Dornbusch's (1976) well-known exchange rate overshooting hypothesis is a central building block in international macroeconomics, stating that an increase in the interest rate should cause the nominal exchange rate to appreciate instantaneously, and then depreciate in line with uncovered interest parity (UIP). Its influence is evident in the rapidly growing “New Open Economy Macroeconomics” (NOEM) literature (see Obstfeld and Rogoff, 1995 and Obstfeld and Rogoff, 2000) as well as in practical policy discussions spanning far outside the academic sphere. With what seems like an ever-increasing number of citations, it has been described as one of the most important papers in international economics of the twentieth century (Rogoff, 2002). When confronted with data, however, few empirical studies that analyse the effects of monetary policy have found support for Dornbusch overshooting; see e.g. Sims (1992), Eichenbaum and Evans (1995) and Kim and Roubini (2000) for G7 countries, Peersman and Smets (2003) and Favero and Marcellino (2004) for the aggregate Euro area, Mojon and Peersman (2003) for individual Euro area countries and Lindé (2003) for Sweden. Instead, they have found that following a contractionary monetary policy shock, the real exchange rate either depreciates, or, if it appreciates, it does so only gradually and for a prolonged period of up to 3 years, thereby giving a hump-shaped response that violates UIP. In the literature, the first phenomenon has been termed the exchange rate puzzle, whereas the second has been referred to as delayed overshooting or the forward discount puzzle, see Cushman and Zha (1997). In light of all this evidence that is inconsistent with Dornbusch overshooting and UIP, one might expect the theory to have been abandoned by economists. Yet, this is not the case. Both the hypothesis of Dornbusch overshooting and the UIP remain at the core of theories of international economics. The elegance and clarity of the Dornbusch model as well as its obvious policy relevance has put it in a separate class from other international macroeconomic papers ( Rogoff, 2002). The common approach for establishing the quantitative effects of monetary policy in the above mentioned studies has been the structural vector autoregressive (VAR) approach, first initiated by Sims (1980).1 There is, however, a major challenge when analysing the open economy through structural VARs; namely how to properly address the simultaneity problem between monetary policy and the exchange rate. Most of the VAR studies of open economies (including those mentioned above), deal with a possible simultaneity problem by placing recursive, zero contemporaneous restrictions on the interaction between monetary policy and exchange rates.2 However, by not allowing for potential simultaneity effects in the identification of monetary policy shock, they may have produced a numerically important bias in the estimate of the degree of interdependence.3 This point has recently been emphasized by Faust and Rogers (2003), exploring sign restrictions. By dropping what they call dubious (zero contemporaneous) restrictions one by one, they find that the responses in the exchange rate to (U.S.) monetary policy are sensitive to the restrictions imposed. Their results allow for an early peak in the exchange rate, which may allow for the conventional overshooting model. However, the effect is not uniquely identified, so no robust conclusions can be drawn with regard to the exact timing of the peak response, which could be immediate or delayed. Similar results are also found in Scholl and Uhlig (2008), using a procedure related to that of Faust and Rogers (2003). Hence, the implied interest rate and exchange rate responses following a monetary policy shock continue to remain distinct from Dornbusch's prediction, with both the delayed overshooting feature and/or deviation from UIP emerging as consensus. In fact, some researchers now view the puzzles themselves as stylized facts, which recent “Dynamic Stochastic General Equilibrium” (DSGE) models should seek to replicate, see e.g. Smets and Wouters (2002), Lindé et al. (2004), Murchison et al. (2004) and Adolfson et al. (2008). However, as DSGE models have begun to dominate the field of applied macroeconomics and policymaking, it now seems more likely that the economic profession might eventually abandon the Dornbusch overshooting model, also in theory. This paper strongly cautions against allowing for exchange rate puzzles to develop into consensus for the following reason: although relying on sign restrictions is a useful way of testing the implications of alternative short term restrictions, this approach implies a weak form of identification that may produce weak results (Fry and Pagan, 2007). The main objection to this approach is that the identification scheme will be non-unique. Due to the weakness of information contained in the sign restrictions, there are many impulse responses that can satisfy each sign restriction. Drawing an inference with regard to the precise timing of a peak response in the exchange rate instead requires a strong form of information. This suggests that one should seek to identify VAR models by applying restrictions that ensure a unique identification while keeping the contemporaneous interaction between monetary policy and the exchange rate intact. Doing so, we find that the Dornbusch overshooting results hold after all. To be more precise, this paper suggests identification by restricting the long run multipliers of shocks. In particular, monetary policy shocks are assumed to have no long run effect on the level of the real exchange rate. In the short run, however, monetary policy is free to influence the exchange rate. Eventually though, the effect dies out and the real exchange rate returns to its initial level. This is a standard neutrality assumption that holds for a large class of models in the monetary policy literature (see Obstfeld, 1985 and Clarida and Gali, 1994). Once allowing for a contemporaneous relationship between the interest rate and the exchange rate, the remaining VAR can be identified using standard recursive zero restrictions on the impact matrix of shocks; assuming a lagged response in domestic variables (such as output and inflation) to monetary policy shocks. That monetary policy affects domestic variables with a lag, is consistent with the transmission mechanism of monetary policy emphasised in Svensson's (1997) theoretical set up. These restrictions are therefore less controversial, and studies identifying monetary policy without these restrictions have found qualitatively similar results, see for example Faust et al. (2004) and the references therein. Furthermore, the assumption of a delayed response in output and inflation combined with a long run neutrality restriction on the real exchange rate following a monetary policy surprise, are core assumptions underlying Dornbusch's overshooting model, which are consistent with NOEM implications ( Lane, 2001) and empirically realistic ( Rogoff, 2002). We impose the alternative identification strategy on four small open economies with floating exchange rates: Australia, Canada, New Zealand and Sweden, and the results are striking.4 Contrary to the findings of recent studies, we find that a contractionary monetary policy shock has a strong effect on the real exchange rate, which appreciates on impact. The maximum impact occurs within 1–2 quarters, and the exchange rate thereafter gradually depreciates back to baseline, consistent with the Dornbusch overshooting hypothesis and with few exceptions consistent with UIP. The rest of this paper is organised as follows: Section 2 discusses the VAR methodology used to identify monetary policy shocks; Section 3 presents the empirical results; Section 4 provides extensive robustness checks (focusing both on model specification and identifying restrictions); and Section 5 concludes.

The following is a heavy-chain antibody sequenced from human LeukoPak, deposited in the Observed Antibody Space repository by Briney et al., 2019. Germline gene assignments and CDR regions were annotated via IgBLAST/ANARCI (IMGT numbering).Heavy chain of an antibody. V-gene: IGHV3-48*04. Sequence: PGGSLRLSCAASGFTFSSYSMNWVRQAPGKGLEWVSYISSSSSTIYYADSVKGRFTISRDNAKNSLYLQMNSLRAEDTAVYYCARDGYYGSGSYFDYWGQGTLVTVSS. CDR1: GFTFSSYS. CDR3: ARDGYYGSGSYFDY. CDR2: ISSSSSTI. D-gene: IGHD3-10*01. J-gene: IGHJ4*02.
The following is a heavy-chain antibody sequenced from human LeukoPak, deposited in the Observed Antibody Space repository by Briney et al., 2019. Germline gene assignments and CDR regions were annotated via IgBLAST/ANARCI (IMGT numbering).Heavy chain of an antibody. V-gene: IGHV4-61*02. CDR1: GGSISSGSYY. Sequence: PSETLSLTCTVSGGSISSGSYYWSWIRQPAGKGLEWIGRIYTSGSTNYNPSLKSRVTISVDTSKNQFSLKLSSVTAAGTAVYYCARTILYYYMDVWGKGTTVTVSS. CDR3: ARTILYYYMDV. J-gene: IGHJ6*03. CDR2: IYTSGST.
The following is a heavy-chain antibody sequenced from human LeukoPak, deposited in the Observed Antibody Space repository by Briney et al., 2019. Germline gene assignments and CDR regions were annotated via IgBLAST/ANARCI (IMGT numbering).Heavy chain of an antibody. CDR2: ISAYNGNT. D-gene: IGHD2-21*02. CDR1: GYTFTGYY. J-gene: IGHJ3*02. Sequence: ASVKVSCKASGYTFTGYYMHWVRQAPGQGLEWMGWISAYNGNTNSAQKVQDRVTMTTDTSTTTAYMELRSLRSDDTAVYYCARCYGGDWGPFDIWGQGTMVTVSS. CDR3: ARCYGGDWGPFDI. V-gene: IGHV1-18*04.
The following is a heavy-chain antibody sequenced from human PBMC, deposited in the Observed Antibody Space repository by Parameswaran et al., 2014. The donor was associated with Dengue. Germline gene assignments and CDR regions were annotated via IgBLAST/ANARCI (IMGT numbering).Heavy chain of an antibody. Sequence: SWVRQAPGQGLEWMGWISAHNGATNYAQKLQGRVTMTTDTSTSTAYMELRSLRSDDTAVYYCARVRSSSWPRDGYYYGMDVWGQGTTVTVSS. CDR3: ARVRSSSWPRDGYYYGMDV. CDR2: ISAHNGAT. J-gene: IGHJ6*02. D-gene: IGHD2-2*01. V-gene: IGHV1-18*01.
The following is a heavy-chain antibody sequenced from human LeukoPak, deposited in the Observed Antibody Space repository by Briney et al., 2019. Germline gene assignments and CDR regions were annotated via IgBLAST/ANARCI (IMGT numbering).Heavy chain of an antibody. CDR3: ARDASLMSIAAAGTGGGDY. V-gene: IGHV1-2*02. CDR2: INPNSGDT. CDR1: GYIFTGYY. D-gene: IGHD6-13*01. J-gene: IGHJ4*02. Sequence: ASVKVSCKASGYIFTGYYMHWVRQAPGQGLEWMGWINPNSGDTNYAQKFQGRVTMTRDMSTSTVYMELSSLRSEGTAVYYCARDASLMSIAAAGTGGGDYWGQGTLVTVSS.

نتیجه گیری انگلیسی

Dornbusch's (1976) well known exchange rate overshooting is a central building block in international macroeconomics, stating that the nominal exchange rate immediately appreciates with the increase in nominal interest rates, in line with uncovered interest parity (UIP). When confronted with data, however, few empirical studies that analyse the effects of monetary policy shocks have found support for Dornbusch overshooting. Instead they have found that following a contractionary monetary policy shock, the real exchange rate either depreciates, or, if it appreciates, it does so for a prolonged period of up to 3 years, thereby giving a hump-shaped response that violates UIP. From a theoretical point of view, these results are surprising. Delayed appreciation after an interest rate hike may involve “money on the table”, as agents may benefit from both higher interest rates and the appreciation of the exchange rate. Yet, these results have been so pervasive that many recently developed DSGE models have sought to replicate the puzzles themselves, contributing to consensus on the matter of exchange rate puzzles. The majority of studies that quantify the effects of monetary policy shocks have used the vector autoregressive (VAR) approach. A major problem facing these studies is how to address the simultaneity of monetary policy and the exchange rate. Most of the studies of open economies place zero contemporaneous restrictions on the response of the systematic interest rate setting to an exchange rate shock, or vice versa. However, this is not consistent with established theory on either monetary policy or on exchange rate determination. Furthermore, Faust and Rogers (2003) have recently shown that the delayed overshooting feature of the open economy VAR is highly sensitive to this kind of restriction. VAR models of the open economy should therefore seek to identify monetary policy without restricting the contemporaneous response. This paper suggests an alternative identification that restricts the long run multipliers of the shocks, but with no restriction on the contemporaneous relationship between the interest rate and the real exchange rate. Identification is achieved by assuming that monetary policy shocks can have no long run effect on the level of the real exchange rate. This is a standard neutrality assumption that holds for a large class of models in the monetary policy literature. In the short run, however, monetary policy is free to influence the exchange rate. Allowing for full simultaneity between monetary policy and the exchange rate, we find striking results; Contrary to the recent “consensus”, a contractionary monetary policy shock has a strong effect on the exchange rate, which appreciates on impact. The maximal impact occurs almost immediately (within 1–2 quarters), and the exchange rate thereafter gradually depreciates back to baseline. This is consistent with the Dornbusch overshooting hypothesis. Furthermore, the ensuing movement of the exchange rate is with few exceptions consistent with UIP. Hence, we have found no evidence of the typical hump-shaped response found in the empirical literature (i.e. Eichenbaum and Evans, 1995). Instead we find renewed support for the view that policy shocks generate exchange rate responses consistent with UIP